4. Optimised product availability: By modularising the route-to-market model at different levels, companies can make rapid changes if necessary, improving the ability to test and learn with new initiatives/products and reducing the risk of failure. Additionally, this approach ensures that a company optimally serve all outlets – including previously underserved outlets – based on current and future value to the company. This will lead to companies being able to increase product availability – have the right products at the right time – across key channels.

5. Increased sales revenue: By clearly identifying high throughput routes using a scientific approach, a company can ensure focused selling for high potential outlets. Additionally, re-classifying product baskets based on their product characteristics and selling patterns will also provide sales representatives with greater focus when selling.

In turn, all of these factors will contribute to a boost in sales and improve the future-preparedness of the company.

What’s the upshot 

for companies?

While optimising your route-to-market will provide numerous benefits, the overarching goal for a company would be to move beyond a static model and to evolve into a digitally enabled, dynamic, and agile route-to-market model. This will provide flexibility for companies and will create a platform for any product to launch from. Modularising the route-to-market model and introducing technology enhancements will allow companies to dynamically change individual variables – such as territory, route demarcations, and product basket – and gain data-driven insights on type and frequency of products to sell. However, companies often fall short in this stage as they do not have the required capabilities to create this platform. Stax’s “RTM Optimiser” ensures this transition by automating the optimal route planning process. Developed using a proprietary technological framework, the platform allows for dynamic route demarcation and itinerary management, and workload and yield management based on multiple variables. Ultimately, paving the way for companies to continuously deliver products faster, better, and cheaper to the market.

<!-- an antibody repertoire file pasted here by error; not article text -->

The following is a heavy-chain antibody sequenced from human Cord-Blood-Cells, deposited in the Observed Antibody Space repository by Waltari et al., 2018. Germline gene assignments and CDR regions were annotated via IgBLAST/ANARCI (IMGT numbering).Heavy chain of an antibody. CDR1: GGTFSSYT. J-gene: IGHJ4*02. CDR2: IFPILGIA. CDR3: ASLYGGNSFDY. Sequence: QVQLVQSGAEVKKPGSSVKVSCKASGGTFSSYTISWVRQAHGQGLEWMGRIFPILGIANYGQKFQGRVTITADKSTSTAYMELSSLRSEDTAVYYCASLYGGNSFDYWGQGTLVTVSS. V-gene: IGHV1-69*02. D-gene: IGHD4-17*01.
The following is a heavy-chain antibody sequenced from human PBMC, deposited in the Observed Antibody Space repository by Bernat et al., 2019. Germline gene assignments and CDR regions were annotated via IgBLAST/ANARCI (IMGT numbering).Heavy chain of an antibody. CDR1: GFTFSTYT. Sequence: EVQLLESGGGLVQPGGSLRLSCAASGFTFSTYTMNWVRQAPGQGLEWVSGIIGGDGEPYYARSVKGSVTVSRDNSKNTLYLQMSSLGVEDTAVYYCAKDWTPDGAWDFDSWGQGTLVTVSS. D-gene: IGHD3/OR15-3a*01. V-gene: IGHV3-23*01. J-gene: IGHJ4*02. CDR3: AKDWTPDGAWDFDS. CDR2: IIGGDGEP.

(The writer is a Senior Consultant at Stax Inc., a 20-year old global strategy consulting firm with offices in New York, Boston, Chicago, Singapore, and Colombo. Thivanka oversees end-to-end delivery of projects across a diverse set of industries, advising clients on growth strategy, corporate planning, market feasibility and go-to-market strategies, supply chain optimisation, and investor facilitation. He can be reached at thivankab@stax.com.)

Share This Article


1. All comments will be moderated by the Daily FT Web Editor.

2. Comments that are abusive, obscene, incendiary, defamatory or irrelevant will not be published.

3. We may remove hyperlinks within comments.

4. Kindly use a genuine email ID and provide your name.

5. Spamming the comments section under different user names may result in being blacklisted.


Today's Columnists

Will Kyaukpyu overtake Gwadar and Hambantota?

Wednesday, 19 December 2018

China last month signed a $1.3 billion contract for Myanmar’s Kyaukpyu port project. The figures doing rounds in media in the run up to this port deal were as high as $7.9 billion which had ignited enormous curiosities. The Chinese had been negoti

Fruits, flowers and futile triumphalism at Galle Face?

Wednesday, 19 December 2018

Every morning, I play voyeur and watch that nice neighbourhood uncle pluck flowers to pooja-fy his guardian deities. He is quite religious about it. And industrious to boot. The problem, of course, is that he doesn’t restrict himself to his garden.

Things to do in a Democracy when you’re dead…

Tuesday, 18 December 2018

In yesterday’s column, I argued a case for not impeaching the chief executive of the coup that has left our country situation in ruins. At the end of a pitched battle between the forces of unconstitutional ambition on one hand and democratic resist

Tweaking the New Inland Revenue Act (Part II)

Tuesday, 18 December 2018

In the backdrop where the recent amendment to the country’s supreme law is called in question, it may be appropriate to recall that the passage of the new Inland Revenue (IR) Act through Parliament was far more controversial. Nevertheless, the new

Columnists More